Paradise, of course, is more prepared this time in material ways, such as better fire-resistant houses and reconfigured streets. Yet its spirit of resiliency and community bonds are also on display. “I feel a calm resolve, like, I’m not going to let this fire win,” Lauren Gill, the outgoing town manager, told a local reporter.
The town’s tragedy on Nov. 8, 2018 – the deadliest fire in California’s history – turned out to be an opportunity for Paradise to forge lessons far beyond those of better fire prevention and the need to live outside fire-prone areas. One example: “Serving people who lost everything has been healing for me too,” one resident told the Monitor last year.
Drawing the right lessons from a disaster is not always easy. The default is to look for something or someone to blame – climate change, zoning laws, or sparks from an electric utility’s equipment. Fixing such issues is critical, but just as critical are shifts in thought, such as learning to be calm as the flames approach and being alert to the needs of neighbors.
Being open to finding the right lessons is the first step. When two-time Oscar winner Ron Howard decided to make a documentary on Paradise in 2018, his company at first sought to turn the town’s devastation into a warning.
“When we started this movie, it really was a climate change movie,” Justin Wilkes, president of Imagine Documentaries, told the Los Angeles Times. “Over the course of that first year, it went from being ‘This is a climate story’ to ‘Wow, this is really a story of humanity and community.’” Mr. Howard said the Paradise story is a case study for “what survival looks like, and the possibilities for real healing.”
“The passion and commitment of the people of Paradise, to one another and to rebuilding their community, is a reminder of the strength and resilience of the human spirit,” he said.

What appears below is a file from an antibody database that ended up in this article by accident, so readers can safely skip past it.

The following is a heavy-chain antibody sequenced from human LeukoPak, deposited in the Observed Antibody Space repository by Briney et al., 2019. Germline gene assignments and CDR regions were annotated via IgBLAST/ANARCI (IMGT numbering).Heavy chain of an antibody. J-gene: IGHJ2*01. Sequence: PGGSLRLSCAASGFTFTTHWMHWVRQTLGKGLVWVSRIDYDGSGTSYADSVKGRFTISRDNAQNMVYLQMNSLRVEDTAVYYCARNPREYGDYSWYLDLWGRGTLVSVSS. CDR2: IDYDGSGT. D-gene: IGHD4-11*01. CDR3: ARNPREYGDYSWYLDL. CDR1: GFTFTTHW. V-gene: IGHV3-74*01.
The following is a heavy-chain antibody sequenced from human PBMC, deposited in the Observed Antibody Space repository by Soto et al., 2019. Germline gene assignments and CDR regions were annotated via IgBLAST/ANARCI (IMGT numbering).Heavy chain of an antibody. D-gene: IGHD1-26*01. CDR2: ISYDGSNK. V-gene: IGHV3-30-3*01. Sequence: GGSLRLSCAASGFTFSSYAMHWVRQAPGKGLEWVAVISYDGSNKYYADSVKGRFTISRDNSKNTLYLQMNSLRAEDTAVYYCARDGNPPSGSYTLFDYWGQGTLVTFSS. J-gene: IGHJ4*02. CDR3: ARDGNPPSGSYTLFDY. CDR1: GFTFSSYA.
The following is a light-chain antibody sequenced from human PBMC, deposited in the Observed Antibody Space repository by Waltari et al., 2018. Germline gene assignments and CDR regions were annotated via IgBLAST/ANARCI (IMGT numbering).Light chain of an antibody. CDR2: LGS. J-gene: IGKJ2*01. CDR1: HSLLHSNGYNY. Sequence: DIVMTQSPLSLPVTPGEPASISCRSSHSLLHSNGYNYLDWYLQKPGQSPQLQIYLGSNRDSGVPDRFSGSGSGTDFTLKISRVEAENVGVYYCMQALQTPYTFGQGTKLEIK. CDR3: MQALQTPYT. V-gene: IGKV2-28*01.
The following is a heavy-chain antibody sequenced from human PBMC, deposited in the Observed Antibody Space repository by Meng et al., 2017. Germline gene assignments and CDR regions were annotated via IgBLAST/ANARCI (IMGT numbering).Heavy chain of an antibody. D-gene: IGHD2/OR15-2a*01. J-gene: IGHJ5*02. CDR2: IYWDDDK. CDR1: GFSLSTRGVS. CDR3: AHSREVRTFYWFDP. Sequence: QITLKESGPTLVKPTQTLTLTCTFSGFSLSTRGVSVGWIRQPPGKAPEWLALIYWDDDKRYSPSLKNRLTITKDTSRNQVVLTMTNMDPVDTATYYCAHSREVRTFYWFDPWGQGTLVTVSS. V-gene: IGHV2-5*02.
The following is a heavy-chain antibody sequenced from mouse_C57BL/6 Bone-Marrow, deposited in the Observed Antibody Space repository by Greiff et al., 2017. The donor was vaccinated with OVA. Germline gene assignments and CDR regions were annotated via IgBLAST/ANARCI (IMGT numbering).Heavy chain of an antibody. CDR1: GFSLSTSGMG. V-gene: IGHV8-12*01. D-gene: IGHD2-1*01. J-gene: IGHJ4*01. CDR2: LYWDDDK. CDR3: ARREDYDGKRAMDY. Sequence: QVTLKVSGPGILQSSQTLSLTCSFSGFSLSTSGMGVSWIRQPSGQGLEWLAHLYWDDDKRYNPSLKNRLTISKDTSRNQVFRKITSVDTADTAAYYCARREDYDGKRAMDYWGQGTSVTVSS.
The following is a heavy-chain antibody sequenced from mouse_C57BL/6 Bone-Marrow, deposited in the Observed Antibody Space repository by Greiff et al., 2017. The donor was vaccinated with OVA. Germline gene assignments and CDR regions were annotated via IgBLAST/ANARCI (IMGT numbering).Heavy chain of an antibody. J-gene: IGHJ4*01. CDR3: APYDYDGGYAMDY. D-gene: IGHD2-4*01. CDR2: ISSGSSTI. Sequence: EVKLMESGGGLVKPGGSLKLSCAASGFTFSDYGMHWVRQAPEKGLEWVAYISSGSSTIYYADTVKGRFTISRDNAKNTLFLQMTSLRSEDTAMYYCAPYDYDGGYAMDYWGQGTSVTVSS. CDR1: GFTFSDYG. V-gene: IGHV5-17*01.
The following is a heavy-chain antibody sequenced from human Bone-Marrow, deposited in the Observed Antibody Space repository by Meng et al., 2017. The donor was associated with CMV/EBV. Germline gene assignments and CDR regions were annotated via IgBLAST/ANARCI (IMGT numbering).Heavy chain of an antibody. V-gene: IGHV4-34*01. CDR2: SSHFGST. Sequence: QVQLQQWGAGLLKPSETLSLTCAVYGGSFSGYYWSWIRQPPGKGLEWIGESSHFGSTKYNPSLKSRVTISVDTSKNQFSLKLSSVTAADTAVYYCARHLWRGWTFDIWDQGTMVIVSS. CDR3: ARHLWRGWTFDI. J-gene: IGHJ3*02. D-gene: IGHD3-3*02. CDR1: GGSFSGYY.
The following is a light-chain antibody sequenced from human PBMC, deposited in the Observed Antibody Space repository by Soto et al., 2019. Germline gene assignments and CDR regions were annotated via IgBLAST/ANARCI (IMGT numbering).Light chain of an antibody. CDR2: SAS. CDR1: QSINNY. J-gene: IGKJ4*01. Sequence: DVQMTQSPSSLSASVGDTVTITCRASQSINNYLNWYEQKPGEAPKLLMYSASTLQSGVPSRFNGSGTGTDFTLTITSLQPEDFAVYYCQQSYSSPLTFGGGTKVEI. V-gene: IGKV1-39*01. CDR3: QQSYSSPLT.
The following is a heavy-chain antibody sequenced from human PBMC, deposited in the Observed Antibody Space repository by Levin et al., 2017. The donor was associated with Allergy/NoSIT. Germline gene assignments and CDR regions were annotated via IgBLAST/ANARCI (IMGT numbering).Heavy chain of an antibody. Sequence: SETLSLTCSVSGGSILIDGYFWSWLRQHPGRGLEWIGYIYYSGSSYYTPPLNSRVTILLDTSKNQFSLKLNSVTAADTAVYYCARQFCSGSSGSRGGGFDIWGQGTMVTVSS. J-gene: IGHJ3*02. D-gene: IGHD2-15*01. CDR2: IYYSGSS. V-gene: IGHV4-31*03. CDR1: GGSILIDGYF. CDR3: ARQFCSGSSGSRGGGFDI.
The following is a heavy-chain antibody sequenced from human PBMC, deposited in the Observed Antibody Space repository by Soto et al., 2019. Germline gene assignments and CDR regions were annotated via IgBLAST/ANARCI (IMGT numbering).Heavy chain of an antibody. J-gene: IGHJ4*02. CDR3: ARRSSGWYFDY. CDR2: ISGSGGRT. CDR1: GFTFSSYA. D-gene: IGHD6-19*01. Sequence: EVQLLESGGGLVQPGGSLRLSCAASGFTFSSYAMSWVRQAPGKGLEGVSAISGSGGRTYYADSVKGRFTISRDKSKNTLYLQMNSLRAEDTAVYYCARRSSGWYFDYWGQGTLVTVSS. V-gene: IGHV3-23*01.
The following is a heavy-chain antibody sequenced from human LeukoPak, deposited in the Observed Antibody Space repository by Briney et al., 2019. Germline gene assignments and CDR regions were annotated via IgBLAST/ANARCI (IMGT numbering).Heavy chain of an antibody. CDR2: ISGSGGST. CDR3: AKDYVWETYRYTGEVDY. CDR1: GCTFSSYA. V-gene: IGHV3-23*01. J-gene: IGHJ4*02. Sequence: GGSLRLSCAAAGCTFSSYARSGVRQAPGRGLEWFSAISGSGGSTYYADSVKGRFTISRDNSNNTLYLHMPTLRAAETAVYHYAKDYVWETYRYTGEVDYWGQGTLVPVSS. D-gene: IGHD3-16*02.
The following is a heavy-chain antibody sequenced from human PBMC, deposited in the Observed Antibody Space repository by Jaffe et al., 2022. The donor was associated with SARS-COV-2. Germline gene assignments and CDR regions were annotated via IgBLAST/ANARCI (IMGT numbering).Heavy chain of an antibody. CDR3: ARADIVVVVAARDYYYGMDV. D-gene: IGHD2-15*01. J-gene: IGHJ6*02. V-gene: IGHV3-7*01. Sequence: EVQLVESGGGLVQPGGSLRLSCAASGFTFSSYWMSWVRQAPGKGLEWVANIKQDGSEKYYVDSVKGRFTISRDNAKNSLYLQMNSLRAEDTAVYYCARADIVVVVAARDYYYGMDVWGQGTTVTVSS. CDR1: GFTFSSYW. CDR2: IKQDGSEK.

The film, “Rebuilding Paradise,” was purposely released by National Geographic in July to help the U.S. deal with another disaster – the COVID-19 pandemic. Now as major wildfires burn in California, Oregon, and Washington state, the film – and its newfound message – is applicable to fire-struck communities in those states. And the people of Paradise are probably still as open as anyone to the opportunity to grow in the face of trauma. Calm before a firestorm helps bring calm after a firestorm.
Each weekday, the Monitor includes one clearly labeled religious article offering spiritual insight on contemporary issues, including the news. The publication – in its various forms – is produced for anyone who cares about the progress of the human endeavor around the world and seeks news reported with compassion, intelligence, and an essentially constructive lens. For many, that caring has religious roots. For many, it does not. The Monitor has always embraced both audiences. The Monitor is owned by a church – The First Church of Christ, Scientist, in Boston – whose founder was concerned with both the state of the world and the quality of available news.